The service was as joyful as possible for the occasion. The chapel at the funeral home was full -- my guess, somewhere between 150 and 200 people. It was an appropriate mix of family, family friends, professional colleagues (both academic and journalistic) and former students. In addition to Don's two brothers, and his children Vivien and Peter, other family and friends briefly and fondly spoke. Former faculty colleagues who spoke included Phil Tichenor, Irving Fang, Dan Wackman and Hazel Dicken-Garcia.
Don's son, Peter (I think) used a word that stuck in my mind as I drove back to Bloomington -- "reverberations." That was something many folks, without using the word, emphasized; the multigenerational impact Don had on folks -- in terms of their academic interests and careers but also in how they treated the other folks they influenced in their lives. Don's balance of interests between research and teaching, and between work at the university and attention to family, was often praised.
And, as noted, there was humor. Irving Fang reminded the group of Don's constant cartooning - especially during faculty meetings. I don't think I ever saw Don do a cartoon of a graduate student; he seemed to reserve those lampoons for his faculty colleagues. But I do remember being impressed with his artistic talent and, as always, his ability to capture reactions in a visual (as well as an aural) quip. Vivien reminisced about one of Don's quirks -- something I knew about back in the 1970s but had suppressed over the intervening years. It was Don's combination of dislike for the squirrels in his yard and his response to them -- live-trapping them and taking them to Como Park! Others remembered Don's conduct of classes, the delightful times many had at parties and social events hosted by Don and Sophie, and his passion for good Scotch and good company.
Sophie appears to be doing well. Don's mental state declined in recent years and, along with that, his ability to communicate. She believes he found that frustrating and, now, that frustration is over.
All-in-all, it was wonderful memorial to a wonderful person -- important in all our lives. The family asked, at the end of the service, for folks there to share any special memories with them at the reception that followed. Many stayed to do that (I did) and the family was happy to learn things about Don that they hadn't heard before. I suspect they would still be interested in any such memories and hope that Mary would forward any received to the family.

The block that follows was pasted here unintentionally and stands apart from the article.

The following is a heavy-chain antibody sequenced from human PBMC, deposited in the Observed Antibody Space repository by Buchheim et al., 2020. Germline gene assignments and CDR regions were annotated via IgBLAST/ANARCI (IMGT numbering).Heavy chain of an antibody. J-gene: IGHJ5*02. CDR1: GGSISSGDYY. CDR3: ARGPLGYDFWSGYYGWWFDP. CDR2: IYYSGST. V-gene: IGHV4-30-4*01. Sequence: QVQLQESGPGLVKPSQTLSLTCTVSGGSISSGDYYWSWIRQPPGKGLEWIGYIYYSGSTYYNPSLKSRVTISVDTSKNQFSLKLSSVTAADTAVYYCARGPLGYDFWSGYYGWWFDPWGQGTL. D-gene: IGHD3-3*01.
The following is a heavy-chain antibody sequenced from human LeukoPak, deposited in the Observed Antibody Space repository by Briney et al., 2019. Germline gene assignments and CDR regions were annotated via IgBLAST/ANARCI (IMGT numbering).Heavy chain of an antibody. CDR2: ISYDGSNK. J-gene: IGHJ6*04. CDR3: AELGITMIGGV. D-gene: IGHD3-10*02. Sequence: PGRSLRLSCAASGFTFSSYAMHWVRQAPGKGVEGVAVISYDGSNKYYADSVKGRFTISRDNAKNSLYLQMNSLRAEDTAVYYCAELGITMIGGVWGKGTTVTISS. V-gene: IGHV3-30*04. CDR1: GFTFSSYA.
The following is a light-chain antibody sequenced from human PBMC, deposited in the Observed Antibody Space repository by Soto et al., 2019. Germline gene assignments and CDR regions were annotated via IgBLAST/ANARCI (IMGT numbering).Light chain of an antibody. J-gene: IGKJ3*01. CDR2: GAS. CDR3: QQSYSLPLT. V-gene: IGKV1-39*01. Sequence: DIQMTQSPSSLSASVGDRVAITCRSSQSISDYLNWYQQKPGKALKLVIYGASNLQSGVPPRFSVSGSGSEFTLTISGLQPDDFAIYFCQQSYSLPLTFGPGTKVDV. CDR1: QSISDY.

The School of Journalism and Mass Communication is seeking contributions to a fund to memorialize Don and continue to advance his interests.
From: John J. Walsh
Carter Ledyard & Milburn LLP
New York, NY
Dear Jane (Kirtley)–
Thank you for letting me know of Don Gillmor's passing. I do remember meeting him at a Silha convocation years ago and being very impressed by his achievements and contributions to the best in journalism. I am sure you and your colleagues at UMinn will miss him very much. I have felt in recent years that journalism - in all of its forms - needs to pay more attention to ethics, fairness and balance and less to "exclusives, " eye catching headlines, celebrities and a very questionable embrace of social media as sources of publishable content. I do recognize the competitive forces and survival instincts that create these shifts in contemporary journalism, and I'm sure they provide much food for thought and discussion in your work as an educator and director of Silha's efforts to insure that ethical conduct remains a basic element of keeping the public informed.
Very best regards,
John J. Walsh
From: Judith Brin Ingber
Dance Writer and former Murphy Hall Journalism Student
Thanks for letting me know this, I appreciate it--may his memory continue to inspire.
From: Steve Gordon
Al (Tims), thank you for sending.
I had read Don's obit in the Strib, and had planned to attend the memorial service. Don was a favorite of mine as well as anyone else who came in contact with him.
From: Birgit Wassmuth, Chair,